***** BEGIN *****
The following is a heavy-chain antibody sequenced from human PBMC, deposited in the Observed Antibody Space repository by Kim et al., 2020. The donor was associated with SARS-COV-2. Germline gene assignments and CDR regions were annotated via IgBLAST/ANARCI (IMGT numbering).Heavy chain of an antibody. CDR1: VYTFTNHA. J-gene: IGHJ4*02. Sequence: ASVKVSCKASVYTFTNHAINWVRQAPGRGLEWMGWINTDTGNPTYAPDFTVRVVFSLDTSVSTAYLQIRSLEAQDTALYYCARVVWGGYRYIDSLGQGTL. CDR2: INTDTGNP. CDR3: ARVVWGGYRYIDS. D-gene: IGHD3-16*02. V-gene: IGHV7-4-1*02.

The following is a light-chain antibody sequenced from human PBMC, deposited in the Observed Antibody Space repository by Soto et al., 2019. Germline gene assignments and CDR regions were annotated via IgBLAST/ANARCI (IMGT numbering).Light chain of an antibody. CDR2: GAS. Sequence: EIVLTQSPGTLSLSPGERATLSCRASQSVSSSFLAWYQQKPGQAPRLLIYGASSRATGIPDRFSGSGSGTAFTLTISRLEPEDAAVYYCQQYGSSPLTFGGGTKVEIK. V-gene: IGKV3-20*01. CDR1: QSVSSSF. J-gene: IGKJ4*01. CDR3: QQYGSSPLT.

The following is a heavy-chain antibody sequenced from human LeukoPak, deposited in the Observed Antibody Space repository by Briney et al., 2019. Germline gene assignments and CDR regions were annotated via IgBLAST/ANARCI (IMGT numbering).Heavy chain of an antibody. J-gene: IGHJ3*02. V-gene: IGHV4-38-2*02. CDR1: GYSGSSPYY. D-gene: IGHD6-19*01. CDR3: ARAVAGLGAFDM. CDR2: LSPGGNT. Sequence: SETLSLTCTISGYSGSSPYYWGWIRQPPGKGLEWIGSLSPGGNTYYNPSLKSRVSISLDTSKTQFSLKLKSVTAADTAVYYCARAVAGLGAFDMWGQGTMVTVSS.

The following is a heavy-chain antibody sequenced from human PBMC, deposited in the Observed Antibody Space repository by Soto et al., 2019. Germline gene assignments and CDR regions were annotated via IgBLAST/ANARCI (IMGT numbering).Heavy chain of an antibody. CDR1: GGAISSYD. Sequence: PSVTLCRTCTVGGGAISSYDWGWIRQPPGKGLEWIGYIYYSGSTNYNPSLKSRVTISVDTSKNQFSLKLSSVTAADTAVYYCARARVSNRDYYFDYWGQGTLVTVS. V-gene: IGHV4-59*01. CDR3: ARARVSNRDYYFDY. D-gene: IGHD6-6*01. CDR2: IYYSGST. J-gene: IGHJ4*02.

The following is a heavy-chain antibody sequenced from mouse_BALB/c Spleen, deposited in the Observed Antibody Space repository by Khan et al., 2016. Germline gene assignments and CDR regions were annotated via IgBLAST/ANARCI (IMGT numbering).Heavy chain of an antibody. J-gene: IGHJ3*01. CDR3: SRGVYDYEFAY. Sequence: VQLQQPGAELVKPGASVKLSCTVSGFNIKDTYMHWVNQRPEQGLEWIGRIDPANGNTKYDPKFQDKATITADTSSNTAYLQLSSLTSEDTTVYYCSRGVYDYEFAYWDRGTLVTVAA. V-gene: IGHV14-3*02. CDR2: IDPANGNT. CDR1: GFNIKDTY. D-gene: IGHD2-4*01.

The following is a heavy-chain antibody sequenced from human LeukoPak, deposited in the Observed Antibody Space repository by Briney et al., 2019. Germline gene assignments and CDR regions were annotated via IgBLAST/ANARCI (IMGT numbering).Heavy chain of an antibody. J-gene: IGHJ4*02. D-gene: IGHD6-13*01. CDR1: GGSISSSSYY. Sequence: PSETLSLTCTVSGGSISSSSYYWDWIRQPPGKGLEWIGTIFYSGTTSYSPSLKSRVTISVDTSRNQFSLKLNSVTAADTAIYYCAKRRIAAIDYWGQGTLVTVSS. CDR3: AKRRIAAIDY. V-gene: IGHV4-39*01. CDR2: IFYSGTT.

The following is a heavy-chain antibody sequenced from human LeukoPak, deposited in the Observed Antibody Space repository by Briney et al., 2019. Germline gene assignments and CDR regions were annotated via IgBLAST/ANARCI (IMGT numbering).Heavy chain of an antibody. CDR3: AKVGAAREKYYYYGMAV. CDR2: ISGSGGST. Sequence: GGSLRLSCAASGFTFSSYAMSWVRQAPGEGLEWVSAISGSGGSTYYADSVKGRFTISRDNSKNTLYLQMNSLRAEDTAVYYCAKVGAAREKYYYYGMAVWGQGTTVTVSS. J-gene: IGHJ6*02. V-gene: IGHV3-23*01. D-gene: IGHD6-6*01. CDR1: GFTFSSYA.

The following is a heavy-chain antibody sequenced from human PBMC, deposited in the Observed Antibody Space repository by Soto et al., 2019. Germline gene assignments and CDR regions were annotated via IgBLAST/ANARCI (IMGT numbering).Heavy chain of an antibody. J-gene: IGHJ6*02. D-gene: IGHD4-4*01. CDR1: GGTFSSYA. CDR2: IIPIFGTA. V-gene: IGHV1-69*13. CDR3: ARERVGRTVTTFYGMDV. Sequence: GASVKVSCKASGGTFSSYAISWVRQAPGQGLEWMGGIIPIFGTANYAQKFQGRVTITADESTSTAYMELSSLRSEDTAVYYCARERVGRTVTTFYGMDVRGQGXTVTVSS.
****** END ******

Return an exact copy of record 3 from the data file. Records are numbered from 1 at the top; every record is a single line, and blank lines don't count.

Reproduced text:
The following is a heavy-chain antibody sequenced from human LeukoPak, deposited in the Observed Antibody Space repository by Briney et al., 2019. Germline gene assignments and CDR regions were annotated via IgBLAST/ANARCI (IMGT numbering).Heavy chain of an antibody. J-gene: IGHJ3*02. V-gene: IGHV4-38-2*02. CDR1: GYSGSSPYY. D-gene: IGHD6-19*01. CDR3: ARAVAGLGAFDM. CDR2: LSPGGNT. Sequence: SETLSLTCTISGYSGSSPYYWGWIRQPPGKGLEWIGSLSPGGNTYYNPSLKSRVSISLDTSKTQFSLKLKSVTAADTAVYYCARAVAGLGAFDMWGQGTMVTVSS.